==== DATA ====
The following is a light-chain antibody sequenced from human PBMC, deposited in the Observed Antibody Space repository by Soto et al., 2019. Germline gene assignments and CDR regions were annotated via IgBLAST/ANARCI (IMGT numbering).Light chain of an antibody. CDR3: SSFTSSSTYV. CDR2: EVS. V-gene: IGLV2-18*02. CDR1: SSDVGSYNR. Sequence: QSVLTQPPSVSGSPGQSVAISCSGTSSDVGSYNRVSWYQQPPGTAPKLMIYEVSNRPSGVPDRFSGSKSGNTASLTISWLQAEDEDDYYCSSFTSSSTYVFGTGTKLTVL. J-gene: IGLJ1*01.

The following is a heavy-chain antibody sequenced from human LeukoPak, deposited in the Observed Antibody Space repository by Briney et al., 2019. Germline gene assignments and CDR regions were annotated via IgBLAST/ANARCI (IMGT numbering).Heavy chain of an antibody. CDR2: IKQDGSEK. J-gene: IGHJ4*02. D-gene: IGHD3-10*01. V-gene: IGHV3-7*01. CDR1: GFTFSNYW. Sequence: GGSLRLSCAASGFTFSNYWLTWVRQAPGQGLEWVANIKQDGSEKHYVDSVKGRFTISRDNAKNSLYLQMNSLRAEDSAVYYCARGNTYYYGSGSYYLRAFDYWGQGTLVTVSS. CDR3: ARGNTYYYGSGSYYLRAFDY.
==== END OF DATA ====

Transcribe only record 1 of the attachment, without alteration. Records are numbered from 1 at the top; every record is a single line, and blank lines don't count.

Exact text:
The following is a light-chain antibody sequenced from human PBMC, deposited in the Observed Antibody Space repository by Soto et al., 2019. Germline gene assignments and CDR regions were annotated via IgBLAST/ANARCI (IMGT numbering).Light chain of an antibody. CDR3: SSFTSSSTYV. CDR2: EVS. V-gene: IGLV2-18*02. CDR1: SSDVGSYNR. Sequence: QSVLTQPPSVSGSPGQSVAISCSGTSSDVGSYNRVSWYQQPPGTAPKLMIYEVSNRPSGVPDRFSGSKSGNTASLTISWLQAEDEDDYYCSSFTSSSTYVFGTGTKLTVL. J-gene: IGLJ1*01.